Solar panel envy

Keeping up with the environmentalist Joneses.

Solar panel systems are expensive—averaging $35,000 before tax incentives—and green, marketed as part of the fight against climate change. But judging from a recent study, being wealthy and politically liberal means less to buyers than keeping up with the neighbors.

The study, conducted by Kenneth Gillingham of Yale and Marcello Graziano of the University of Connecticut, used data from Connecticut’s Clean Energy Finance and Investment Authority to map out 3,833 residential solar photovoltaic systems installed in Connecticut from 2005 to 2013, tying each system to a local population grouping as identified by the US census. Their results, published in the Journal of Economic Geography in August 2014, indicated that those who had neighbors with residential solar panels were significantly more likely to purchase solar panels themselves. In fact, the installation of one additional solar panel system in a one-year time period increased the average number of solar panels in a half-mile radius by nearly one additional system.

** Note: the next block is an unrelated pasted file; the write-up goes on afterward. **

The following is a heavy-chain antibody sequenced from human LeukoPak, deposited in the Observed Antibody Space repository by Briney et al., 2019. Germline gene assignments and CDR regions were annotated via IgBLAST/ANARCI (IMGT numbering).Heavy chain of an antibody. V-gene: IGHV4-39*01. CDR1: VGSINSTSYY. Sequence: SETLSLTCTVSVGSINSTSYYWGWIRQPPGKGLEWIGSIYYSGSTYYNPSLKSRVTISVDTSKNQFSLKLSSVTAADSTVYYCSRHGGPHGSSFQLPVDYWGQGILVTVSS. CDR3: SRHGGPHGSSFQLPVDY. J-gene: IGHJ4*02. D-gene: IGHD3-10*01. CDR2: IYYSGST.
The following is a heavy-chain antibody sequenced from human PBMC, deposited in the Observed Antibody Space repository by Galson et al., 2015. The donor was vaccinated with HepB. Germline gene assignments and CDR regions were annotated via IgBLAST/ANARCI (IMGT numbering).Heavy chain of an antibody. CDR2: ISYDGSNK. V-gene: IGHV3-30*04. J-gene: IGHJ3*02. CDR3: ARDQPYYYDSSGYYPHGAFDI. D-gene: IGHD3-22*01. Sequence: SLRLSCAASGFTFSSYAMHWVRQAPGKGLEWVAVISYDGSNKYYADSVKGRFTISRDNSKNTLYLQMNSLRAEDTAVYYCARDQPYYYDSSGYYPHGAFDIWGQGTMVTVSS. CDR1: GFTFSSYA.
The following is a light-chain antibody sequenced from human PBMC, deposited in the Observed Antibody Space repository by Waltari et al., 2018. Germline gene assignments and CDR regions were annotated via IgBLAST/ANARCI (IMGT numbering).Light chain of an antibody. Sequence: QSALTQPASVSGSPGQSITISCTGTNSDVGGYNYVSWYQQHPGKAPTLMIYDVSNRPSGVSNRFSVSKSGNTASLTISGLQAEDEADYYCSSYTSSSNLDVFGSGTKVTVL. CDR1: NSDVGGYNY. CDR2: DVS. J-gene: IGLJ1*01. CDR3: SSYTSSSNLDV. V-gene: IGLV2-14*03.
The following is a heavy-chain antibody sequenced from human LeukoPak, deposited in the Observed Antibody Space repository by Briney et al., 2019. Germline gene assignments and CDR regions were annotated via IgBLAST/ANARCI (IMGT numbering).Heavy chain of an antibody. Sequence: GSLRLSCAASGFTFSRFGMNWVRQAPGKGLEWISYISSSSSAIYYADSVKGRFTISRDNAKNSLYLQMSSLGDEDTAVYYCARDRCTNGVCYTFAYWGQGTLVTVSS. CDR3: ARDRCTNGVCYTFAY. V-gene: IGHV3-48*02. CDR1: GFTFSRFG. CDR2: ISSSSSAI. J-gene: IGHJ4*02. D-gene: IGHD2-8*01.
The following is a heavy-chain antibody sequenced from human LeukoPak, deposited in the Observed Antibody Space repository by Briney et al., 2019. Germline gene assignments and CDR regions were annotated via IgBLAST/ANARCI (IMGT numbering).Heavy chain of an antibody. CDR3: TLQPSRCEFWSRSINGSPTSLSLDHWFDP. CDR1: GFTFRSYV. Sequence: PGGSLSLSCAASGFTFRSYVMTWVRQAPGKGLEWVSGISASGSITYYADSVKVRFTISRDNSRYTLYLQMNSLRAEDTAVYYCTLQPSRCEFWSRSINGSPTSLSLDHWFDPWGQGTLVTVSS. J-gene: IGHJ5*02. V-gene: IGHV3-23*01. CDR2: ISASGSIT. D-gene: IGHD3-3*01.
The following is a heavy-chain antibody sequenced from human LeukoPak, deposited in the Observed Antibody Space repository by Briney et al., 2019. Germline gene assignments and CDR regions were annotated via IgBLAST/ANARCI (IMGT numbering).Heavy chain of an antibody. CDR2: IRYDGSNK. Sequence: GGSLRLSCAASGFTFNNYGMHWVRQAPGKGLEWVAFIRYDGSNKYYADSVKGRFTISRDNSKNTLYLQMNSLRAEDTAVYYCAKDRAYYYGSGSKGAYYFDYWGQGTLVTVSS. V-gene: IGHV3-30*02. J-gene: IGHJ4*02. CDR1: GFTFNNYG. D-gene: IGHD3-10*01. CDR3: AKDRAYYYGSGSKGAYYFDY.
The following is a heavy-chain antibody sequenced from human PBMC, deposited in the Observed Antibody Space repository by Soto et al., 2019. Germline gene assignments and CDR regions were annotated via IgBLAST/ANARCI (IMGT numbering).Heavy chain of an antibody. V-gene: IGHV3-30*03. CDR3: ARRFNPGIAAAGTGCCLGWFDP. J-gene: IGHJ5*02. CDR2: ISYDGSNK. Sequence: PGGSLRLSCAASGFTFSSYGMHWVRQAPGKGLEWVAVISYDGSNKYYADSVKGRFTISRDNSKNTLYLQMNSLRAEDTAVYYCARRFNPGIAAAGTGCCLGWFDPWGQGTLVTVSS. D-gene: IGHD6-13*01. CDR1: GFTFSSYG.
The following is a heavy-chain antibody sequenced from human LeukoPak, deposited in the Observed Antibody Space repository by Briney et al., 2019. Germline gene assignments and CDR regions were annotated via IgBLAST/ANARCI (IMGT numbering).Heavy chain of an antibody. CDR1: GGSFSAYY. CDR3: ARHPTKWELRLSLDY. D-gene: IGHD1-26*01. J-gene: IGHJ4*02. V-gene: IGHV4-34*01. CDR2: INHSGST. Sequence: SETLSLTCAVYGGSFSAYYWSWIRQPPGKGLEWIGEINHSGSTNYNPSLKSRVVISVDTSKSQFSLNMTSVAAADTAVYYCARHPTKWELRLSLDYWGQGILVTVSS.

Gillingham attributes this pattern to both social learning and a phenomenon known as “observability”—or “green envy” in this case: “You observe others buying a Prius or putting up a solar panel, and if you have that as part of your identity as well, you’ll be more inclined to do those things too.” He says the results of this study are consistent with similar work conducted in California, but notes that he was still surprised at how powerful proximity proved to be.

“I expected income to be a stronger force than it turned out to be, but what we see in the data is that many middle-income and upper middle class do just as well” at going solar “as wealthy or very wealthy communities,” he says.

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